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Election atmosphere in the air — Lim Mun Fah

FEB 11 — Prime Minister Datuk Seri Najib Razak will attend the chingay parade organsied by the Johor Bahru Old Chinese Temple on 12 February 2012. It is indeed an unprecedented major even in the history of the century-old temple. Not long ago, the Prime Minister has also announced that the parade has been awarded national heritage status by the Government.

As the next general election seem to be approaching, the election atmosphere has inevitably filled the air, including the annual chingay parade.

Interestingly, Johor will show its unparalleled political status in the next general election.

Traditionally, Johor is a fortress of the BN. It is another fixed deposit state of the BN carrying high expectations, in addition to Sabah and Sarawak.

Meanwhile, the Pakatan Rakyat has also listed Johor as a frontline state, and even called for a regime change.

DAP Parliamentary Leader Lim Kit Siang, however, has made it very clear that the Pakatan Rakyat must achieve good results in Johor, but it does not mean that they want to take over the state government. “A shift in one-third of the seats towards the opposition is enough to signal a major change in the national political landscape,” he added.

In other words, Lim hopes to realise the dream of taking over the federal regime through winning one-third of seats in Johor, Pahang, Sabah and Sarawak.

In fact, Lim understands that winning one-third of seats is a better way of saying to encourage party members and supporters. To put it negative, it means that it is quite impossible for the Pakatan Rakyat to win the federal regime unless if it is able to gain one-third of seats in Johor, Pahang, Sabah and Sarawak.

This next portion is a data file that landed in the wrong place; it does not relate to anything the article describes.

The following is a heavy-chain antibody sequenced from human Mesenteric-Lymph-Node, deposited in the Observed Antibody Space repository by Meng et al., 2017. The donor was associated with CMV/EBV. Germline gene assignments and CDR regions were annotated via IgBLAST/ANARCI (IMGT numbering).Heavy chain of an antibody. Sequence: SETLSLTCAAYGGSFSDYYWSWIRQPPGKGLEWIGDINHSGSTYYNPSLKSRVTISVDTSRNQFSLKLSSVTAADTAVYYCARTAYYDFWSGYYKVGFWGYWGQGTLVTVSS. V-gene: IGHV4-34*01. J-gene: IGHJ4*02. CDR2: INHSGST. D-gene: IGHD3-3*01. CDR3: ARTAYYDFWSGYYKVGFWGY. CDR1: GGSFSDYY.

As for taking over Johor, it is obvious that Lim is not having the confidence to do so yet at the moment. It might be possible to achieve after two or more general elections. The most important factor would be the attitude of Malay voters.

Johor PAS chief Mahfodz Mohamed also admitted that it is more difficult to fight for Malay votes in Johor, compared to Chinese and Indian votes. According to him, a poll showed that 70 per cent of Chinese voters and 50 per cent of Indian voters are supporting PAS.

Since it is unlikely to take over Johor, is the target of winning one-third of seats in Johor more pragmatic for the Pakatan rakyat?

There are 26 parliamentary seats in Johor and the current situation is, the BN is holding 25 seats with 16 seats occupied by Umno, seven seats by the MCA, one by the Gerakan and another one by the MIC. Meanwhile, the Pakatan Rakyat is holding only one seat, occupied by the DAP.

It means that the Pakatan Rakyat must win another eight seats to achieve the target of one-third, or nine seats.

For the Pakatan Rakyat, the Johor Umno is too strong and thus, the eight seats eyed might be occupied by the MCA, Gerakan and MIC. However, would the anti-incumbent fever strong enough to help the Pakatan Rakyat win nine seats in Johor? Obviously, it is a big challenge that even requires a little miracle to achieve.

In any case, the battle in Johor affects the federal regime and thus, it is worthy of our patience to wait and see the move of Najib at the chingay parade! —

* This is the personal opinion of the writer or publication. The Malaysian Insider does not endorse the view unless specified.


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